A major approach to the ethics of artificial intelligence is to use social choice, in which the AI is designed to act according to the aggregate views of society. This is found in the AI ethics of “coherent extrapolated volition” and “bottom–up ethics”. This paper shows that the normative basis of AI social choice ethics is weak due to the fact that there is no one single aggregate ethical view of society. Instead, the design of social choice AI faces three (...)
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  4.  27
    Bird Song Diamond in Deep Space 8k.John Brumley, Charles Taylor, Reiji Suzuki, Takashi Ikegami, Victoria Vesna & Hiroo Iwata - 2020 - AI and Society 35 (1):87-101.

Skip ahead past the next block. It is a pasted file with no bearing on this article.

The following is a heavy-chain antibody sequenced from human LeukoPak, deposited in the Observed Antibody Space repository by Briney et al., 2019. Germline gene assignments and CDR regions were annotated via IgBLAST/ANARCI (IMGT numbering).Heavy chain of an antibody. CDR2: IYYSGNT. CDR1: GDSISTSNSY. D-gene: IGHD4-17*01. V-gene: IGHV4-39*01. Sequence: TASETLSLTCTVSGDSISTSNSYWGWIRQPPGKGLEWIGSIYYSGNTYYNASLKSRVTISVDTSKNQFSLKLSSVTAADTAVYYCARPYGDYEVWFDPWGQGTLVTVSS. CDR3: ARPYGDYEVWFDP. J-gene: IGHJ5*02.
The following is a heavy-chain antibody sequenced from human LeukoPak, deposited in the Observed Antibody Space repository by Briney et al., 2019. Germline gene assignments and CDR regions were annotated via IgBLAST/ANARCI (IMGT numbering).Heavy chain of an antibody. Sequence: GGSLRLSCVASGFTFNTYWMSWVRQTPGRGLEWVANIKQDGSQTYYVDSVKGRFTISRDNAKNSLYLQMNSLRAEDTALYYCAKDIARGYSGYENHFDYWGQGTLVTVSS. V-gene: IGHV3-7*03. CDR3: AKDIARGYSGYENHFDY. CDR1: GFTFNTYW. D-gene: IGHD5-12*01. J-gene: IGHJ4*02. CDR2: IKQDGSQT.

The Bird Song Diamond project is a series of multifaceted and multidisciplinary installations with the aim of bringing contemporary research on bird communication to a large public audience. Using art and technology to create immersive experiences, BSD allows large audiences to embody bird communication rather than passively observe. In particular, BSD Mimic, a system for mimicking bird song, asks participants to grapple with both audition and vocalization of birdsong. The use of interactive installations for public outreach provides unique experiences to (...)
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  5.  13
    AI Recognition of Differences Among Book-Length Texts.Stephen J. DeCanio - 2020 - AI and Society 35 (1):135-146.